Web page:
It is hard, at times, to see the great things through the sad, but it is also such an amazing feeling when I am reminded of the beautiful things that make up a country that can override the bad.

The city from above, Swayambhuneth Temple, Kathmandu
The city from above, Swayambhuneth Temple, Kathmandu

Bombs and Bandhs: Election Time in Nepal

On Tuesday, the entire city shut down as Nepal held its first elections in five years, and voted for a new Constituent Assembly (CA) for the country. For those you of (read: majority) who aren’t up to speed on Nepali politics and history, here is a little crash course:

Nepal, for years, was ruled by a monarchy.

From 1996-2006 there was a civil war, also called the Maoist conflict, because it was headed up by the Maoist party looking to overthrow and replace the monarchy.

In 2006 the war ended, in 2007 Nepal was declared a federal republic, and in 2008 they held their first elections, electing a Constituent Assembly, the majority of seats of which were won by the Communist Party of Nepal (aka CPN aka Maoists).

The newly formed CA was charged with writing a constitution. They failed to meet their deadline.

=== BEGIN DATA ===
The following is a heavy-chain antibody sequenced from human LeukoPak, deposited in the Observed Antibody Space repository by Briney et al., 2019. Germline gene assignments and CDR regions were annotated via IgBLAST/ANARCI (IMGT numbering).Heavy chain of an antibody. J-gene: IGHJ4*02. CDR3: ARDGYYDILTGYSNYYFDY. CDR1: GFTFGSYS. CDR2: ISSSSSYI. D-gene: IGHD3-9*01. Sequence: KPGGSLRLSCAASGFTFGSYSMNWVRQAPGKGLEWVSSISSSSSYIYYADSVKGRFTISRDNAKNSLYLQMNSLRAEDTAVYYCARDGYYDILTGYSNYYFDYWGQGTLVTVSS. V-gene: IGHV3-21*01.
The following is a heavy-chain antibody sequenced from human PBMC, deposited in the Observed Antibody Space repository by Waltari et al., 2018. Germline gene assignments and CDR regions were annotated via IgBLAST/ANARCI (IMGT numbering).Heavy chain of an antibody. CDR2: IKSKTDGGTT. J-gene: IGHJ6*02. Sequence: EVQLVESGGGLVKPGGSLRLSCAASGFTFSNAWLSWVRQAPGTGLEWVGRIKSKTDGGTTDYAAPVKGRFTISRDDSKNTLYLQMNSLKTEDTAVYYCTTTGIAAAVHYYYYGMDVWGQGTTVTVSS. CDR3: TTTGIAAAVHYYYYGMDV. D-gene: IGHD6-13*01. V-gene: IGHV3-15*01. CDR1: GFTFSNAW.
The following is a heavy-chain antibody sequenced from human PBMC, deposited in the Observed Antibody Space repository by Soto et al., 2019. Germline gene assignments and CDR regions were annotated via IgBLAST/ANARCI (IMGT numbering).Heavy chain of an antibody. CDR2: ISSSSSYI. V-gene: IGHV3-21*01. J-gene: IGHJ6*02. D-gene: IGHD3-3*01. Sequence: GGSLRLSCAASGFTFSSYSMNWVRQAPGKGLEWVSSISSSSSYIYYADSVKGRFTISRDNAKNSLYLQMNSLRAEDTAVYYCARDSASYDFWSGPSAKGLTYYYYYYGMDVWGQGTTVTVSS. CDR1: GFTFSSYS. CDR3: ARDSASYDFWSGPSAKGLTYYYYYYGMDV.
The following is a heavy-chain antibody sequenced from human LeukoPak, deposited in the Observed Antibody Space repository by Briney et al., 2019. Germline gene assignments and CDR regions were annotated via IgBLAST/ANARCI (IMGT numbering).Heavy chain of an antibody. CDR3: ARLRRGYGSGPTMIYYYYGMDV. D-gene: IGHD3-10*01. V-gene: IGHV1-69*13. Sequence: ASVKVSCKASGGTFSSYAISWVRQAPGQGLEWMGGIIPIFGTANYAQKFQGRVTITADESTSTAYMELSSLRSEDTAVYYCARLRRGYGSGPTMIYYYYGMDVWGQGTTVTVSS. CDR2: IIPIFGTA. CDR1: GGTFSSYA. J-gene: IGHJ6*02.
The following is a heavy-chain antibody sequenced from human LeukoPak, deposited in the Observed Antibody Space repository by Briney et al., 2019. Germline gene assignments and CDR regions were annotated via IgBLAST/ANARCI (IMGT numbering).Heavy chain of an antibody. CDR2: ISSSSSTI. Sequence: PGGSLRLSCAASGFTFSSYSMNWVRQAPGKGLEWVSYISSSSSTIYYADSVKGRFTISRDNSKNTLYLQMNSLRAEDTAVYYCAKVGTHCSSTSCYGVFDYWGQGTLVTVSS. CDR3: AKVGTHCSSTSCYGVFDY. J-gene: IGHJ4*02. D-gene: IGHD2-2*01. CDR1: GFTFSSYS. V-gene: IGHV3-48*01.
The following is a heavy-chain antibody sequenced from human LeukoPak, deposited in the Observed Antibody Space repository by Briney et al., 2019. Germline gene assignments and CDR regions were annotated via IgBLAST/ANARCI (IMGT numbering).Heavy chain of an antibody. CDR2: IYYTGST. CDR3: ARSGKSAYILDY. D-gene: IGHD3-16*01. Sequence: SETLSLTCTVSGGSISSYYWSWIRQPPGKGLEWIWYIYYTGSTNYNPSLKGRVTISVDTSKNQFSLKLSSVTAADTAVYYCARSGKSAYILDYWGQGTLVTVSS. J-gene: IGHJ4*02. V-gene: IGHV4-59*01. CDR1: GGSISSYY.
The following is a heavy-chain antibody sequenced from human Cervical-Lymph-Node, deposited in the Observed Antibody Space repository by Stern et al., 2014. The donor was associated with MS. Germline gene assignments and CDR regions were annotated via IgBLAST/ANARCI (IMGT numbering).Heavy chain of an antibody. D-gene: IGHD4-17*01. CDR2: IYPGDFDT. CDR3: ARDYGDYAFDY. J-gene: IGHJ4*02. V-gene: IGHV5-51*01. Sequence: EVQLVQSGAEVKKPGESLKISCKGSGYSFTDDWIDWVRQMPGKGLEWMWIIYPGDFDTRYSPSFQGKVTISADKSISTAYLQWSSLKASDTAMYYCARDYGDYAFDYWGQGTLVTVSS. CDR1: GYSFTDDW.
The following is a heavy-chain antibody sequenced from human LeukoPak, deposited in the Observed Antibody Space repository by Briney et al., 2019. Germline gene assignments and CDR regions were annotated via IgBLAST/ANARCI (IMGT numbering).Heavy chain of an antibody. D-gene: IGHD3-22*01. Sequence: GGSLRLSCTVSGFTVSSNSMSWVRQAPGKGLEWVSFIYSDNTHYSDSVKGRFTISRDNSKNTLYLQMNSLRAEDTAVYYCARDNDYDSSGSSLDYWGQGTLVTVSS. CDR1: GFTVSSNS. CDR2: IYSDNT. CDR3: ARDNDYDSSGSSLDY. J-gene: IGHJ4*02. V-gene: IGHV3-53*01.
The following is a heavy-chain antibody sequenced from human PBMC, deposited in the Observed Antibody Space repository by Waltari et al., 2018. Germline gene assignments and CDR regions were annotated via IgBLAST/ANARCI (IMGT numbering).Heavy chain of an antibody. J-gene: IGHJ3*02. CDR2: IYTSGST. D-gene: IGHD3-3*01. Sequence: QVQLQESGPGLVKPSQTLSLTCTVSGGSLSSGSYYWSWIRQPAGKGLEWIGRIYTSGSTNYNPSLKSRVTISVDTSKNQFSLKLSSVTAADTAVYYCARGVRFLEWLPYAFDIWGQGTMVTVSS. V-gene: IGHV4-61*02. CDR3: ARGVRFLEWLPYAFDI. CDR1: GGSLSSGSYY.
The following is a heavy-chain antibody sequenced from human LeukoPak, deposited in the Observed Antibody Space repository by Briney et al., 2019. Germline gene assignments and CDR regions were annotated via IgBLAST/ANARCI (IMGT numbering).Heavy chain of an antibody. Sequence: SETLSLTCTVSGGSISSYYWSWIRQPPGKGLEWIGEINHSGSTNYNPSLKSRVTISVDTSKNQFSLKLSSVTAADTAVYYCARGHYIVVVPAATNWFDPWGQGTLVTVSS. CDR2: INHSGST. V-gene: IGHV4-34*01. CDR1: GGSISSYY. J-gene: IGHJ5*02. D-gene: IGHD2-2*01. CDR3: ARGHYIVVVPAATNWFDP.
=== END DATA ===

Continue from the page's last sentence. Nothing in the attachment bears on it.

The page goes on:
They got an extended deadline. They failed to meet this one, too.

In 2012 they had STILL failed to meet their deadline and to write a constitution, so it was announced that they would have elections that November.

They did not.

They finally set the ACTUAL date for November 19, 2013.

In the months leading up to the election, the Maoists did everything they could to try and get the elections canceled. They held bandhs, or strikes, where everything was closed and no cars or vehicles could drive on the roads for fear of being vandalized. Starting November 10th, they threatened to hold a 10-day long bandh that would shut down the city and keep the elections from happening. This lasted only a day or two, with people deciding that they did not want to just go with it, and going out on the roads and opening their businesses anyways.

This did not stop everything, though.

Bombs were found in the city. Fake bombs real bombs. Some went off, injuring people, which is perhaps one of the things that has been most reported in the (two that I can find) articles published. The point, again, being to scare people into not holding the elections.

This, again, did not work! It was, however, a bit scary.